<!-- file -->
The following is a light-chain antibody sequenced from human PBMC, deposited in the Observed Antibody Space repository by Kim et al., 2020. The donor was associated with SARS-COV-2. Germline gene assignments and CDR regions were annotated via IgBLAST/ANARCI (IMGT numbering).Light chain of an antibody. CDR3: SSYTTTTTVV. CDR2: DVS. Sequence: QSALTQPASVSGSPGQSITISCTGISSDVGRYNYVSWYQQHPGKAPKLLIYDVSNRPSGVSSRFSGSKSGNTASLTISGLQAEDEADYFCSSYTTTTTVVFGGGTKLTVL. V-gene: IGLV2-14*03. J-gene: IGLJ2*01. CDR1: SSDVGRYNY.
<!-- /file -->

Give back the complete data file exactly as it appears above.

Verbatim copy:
The following is a light-chain antibody sequenced from human PBMC, deposited in the Observed Antibody Space repository by Kim et al., 2020. The donor was associated with SARS-COV-2. Germline gene assignments and CDR regions were annotated via IgBLAST/ANARCI (IMGT numbering).Light chain of an antibody. CDR3: SSYTTTTTVV. CDR2: DVS. Sequence: QSALTQPASVSGSPGQSITISCTGISSDVGRYNYVSWYQQHPGKAPKLLIYDVSNRPSGVSSRFSGSKSGNTASLTISGLQAEDEADYFCSSYTTTTTVVFGGGTKLTVL. V-gene: IGLV2-14*03. J-gene: IGLJ2*01. CDR1: SSDVGRYNY.